Given that the single objective of the recent Touching the Past symposium at GW was to convince Carolyn Dinshaw that a small, burgundy colored lampshade was in fact a fez, and then to photograph said medievalist with said "fez" atop her head, I can without hesitation declare that Touching the Past was a resounding success.
- More than fifty people participated, filling the room.
- Though most of our audience was local (GW, AU and UMD were especially well represented), a hefty contingent came from out of town and spent the night -- gratifying, considering that this hadn't been conceptualized as a "destination" gathering.
- Among those arriving from semi-distant parts was a van full of undergraduates from Richard Stockton College in New Jersey. They were a cool, friendly bunch. I also got to meet Ken Tompkins. I wish I'd had more time with him, but could say only a fast hello while dashing between cookie plates and audience herding.
- In fact I wish I had had more time with many people. The problem with running an event like this is the, well, running. I spent so much time on the move that I wasn't able to hear most of the Q&A (I am told it was quite lively, and would love it if someone present would post about the conversation here at ITM). I also didn't get to chat and/or catch up with several people I would have liked to converse with. If I snubbed you, I apologize.
- I was so proud of my GW students, former and current. They are the best ... and most of them stayed with the group right up to the end of festivities at 2 AM.
- Among those who came: the polymath Michael Wenthe, the affable Theresa Coletti, the charming Gail Gibson, the ardent Anna Klosowska, the mocking Liza Blake, the Heaney-hating Dan Remein, the splendid Myra Seaman, the elegant Madhavi Menon (the only person in the world who can eat more sweets than me) ...
- Peggy McCracken, Julian Yates, Carolyn Dinshaw, and Eileen Joy have so much in common that they probably formed a secret club together as kids. Hearing how well the four presentations fit together confirmed this suspicion of mine. Many attendees of the symposium asked me if the papers had been shared beforehand among the presenters. They had not. It's just that we had four people interested in the past, touch, pastoral, the early twentieth century, images, bodies.
- Possessing more than bare-bones funding for the institute means that we were able to invite as many graduate students as faculty to dinner with us. Twenty-eight of us devoured a vegetarian thali at Nirvana, the kind owners of which even selected two decent Indian wines to accompany the meal. GW MEMSI is trying to foster a community that also lives and breathes outside of the conventional space and formalized interchanges. No better spur to continued connversation exists than good company over good food and good drink.
- Maybe that is why we stayed out until 2 AM at the Orientalist splendor of the Venetian Room (where Anna Klosowska gave us languishing lessons on the opulent divans), and then in the patio of a nearby college dive bar.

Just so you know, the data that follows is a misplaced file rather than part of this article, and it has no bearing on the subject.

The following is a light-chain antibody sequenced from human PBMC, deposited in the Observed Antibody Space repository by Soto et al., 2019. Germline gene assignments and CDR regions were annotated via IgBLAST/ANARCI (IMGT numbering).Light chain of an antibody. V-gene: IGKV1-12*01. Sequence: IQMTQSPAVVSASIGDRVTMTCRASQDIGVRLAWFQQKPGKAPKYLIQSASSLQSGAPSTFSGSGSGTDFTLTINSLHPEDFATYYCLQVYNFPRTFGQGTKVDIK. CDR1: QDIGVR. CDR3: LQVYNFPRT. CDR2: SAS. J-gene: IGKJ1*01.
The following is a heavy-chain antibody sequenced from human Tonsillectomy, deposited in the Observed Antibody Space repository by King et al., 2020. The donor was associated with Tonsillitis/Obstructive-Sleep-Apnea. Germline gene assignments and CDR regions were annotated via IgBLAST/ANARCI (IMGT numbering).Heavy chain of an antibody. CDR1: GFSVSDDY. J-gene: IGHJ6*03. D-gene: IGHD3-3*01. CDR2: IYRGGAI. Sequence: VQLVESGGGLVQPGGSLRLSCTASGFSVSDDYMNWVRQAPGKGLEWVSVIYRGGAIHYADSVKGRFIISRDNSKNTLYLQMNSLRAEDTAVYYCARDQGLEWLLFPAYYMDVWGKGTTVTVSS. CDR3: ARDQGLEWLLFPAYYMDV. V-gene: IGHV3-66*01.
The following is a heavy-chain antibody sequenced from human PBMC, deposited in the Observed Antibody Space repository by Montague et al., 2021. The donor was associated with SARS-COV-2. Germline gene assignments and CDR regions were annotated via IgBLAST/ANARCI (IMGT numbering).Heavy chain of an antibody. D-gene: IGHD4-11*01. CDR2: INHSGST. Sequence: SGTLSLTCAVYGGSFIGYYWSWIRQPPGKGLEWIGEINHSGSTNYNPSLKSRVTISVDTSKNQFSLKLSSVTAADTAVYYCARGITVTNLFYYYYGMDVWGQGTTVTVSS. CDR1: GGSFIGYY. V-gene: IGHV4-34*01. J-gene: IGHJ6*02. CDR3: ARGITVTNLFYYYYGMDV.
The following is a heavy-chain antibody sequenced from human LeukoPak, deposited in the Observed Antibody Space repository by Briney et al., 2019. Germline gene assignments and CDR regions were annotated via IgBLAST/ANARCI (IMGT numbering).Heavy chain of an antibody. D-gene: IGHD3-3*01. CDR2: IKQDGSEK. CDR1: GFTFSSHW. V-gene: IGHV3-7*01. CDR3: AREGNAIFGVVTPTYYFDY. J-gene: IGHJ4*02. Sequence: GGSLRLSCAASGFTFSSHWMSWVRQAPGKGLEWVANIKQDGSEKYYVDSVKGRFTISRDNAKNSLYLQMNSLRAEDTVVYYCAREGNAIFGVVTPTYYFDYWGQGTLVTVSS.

- All the ITMers made the pilgrimage to my office to see the Tiny Shriner in his native habitat (a window ledge where he currently stands with a gazelle and a miniature boomerang). If you squint at the picture, above, taken by Karl, you can see the ghostly presence of two ITM commentators and favorite people, who were in attendance at the conference.
- Eileen's paper on the English painter Stanley Spencer condensed all her obsessions into a moving meditation on time, mortality, and letters. Karl gave perfect introductions to Julian and Carolyn, finding resonant fragments of their work. Mary Kate was her usual insightful self in the conversations that followed ... conversations that were errant and energizing.
- If you are reading this and you attended the Touching the Past symposium, THANK YOU. I cannot imagine a better inaugural event for the GW Medieval and Early Modern Institute. The convivial philosophizing that took place over that afternoon that stretched into the wee hours of the morning remind me -- again, and again -- of how fortunate I feel to be a part of the field right now.
If you squint at the picture, above, taken by Karl, you can see the ghostly presence of two ITM commentators and favorite people, who were in attendance at the conference.
It should be said, rather, that the picture was taken by the apple on your desk, or maybe by the camera itself. After all, I just balanced the camera on the apple, set the timer, sat down, and carefully composed my features into what Eileen calls "fairy-like bemusement" (by which she means frozen in some uncanny rictus:
Than he gan bihold about al,
And seighe liggeand within [Jeffrey's office]
Of folk that were thider y-brought).
Then I just waited for the camera and the apple to take the picture.
This waiting for the object to record US is of course in honor of Julian Yates' resocentric (to coin an appropriate thingly word) work. If only a sheep had been holding the apple!
If anyone from the outside feels like talking about my question about the bats in Diane Ackerman's Moon by Whalelight and bad touch, be my guest! I'm worn out, and looking forward to the arrival of Eileen's S. Spenser paper tomorrow, and to the arrival, as well, of A Canterbury Tale, which has been vaulted to the top of my netflix queue, and which awaits its addition to my memory collection of Powell's landlubbing trio: I Know Where I'm Going and The Edge of the World).
mocking? moi? jamais!
And there she is again, mocking like a mocking mocker mocks. Wonder where she learned that?
By the way, Jeffrey--congratulations! Everything was beautiful.
And, (PS), just to share line or two of Heaney that I like, since I've been so down on him lately, from "Squarings" in Seeing Things:
Sink every impulse like a bolt Secure
The bastion of sensation. Do not waver
into language. Do not waver in it.
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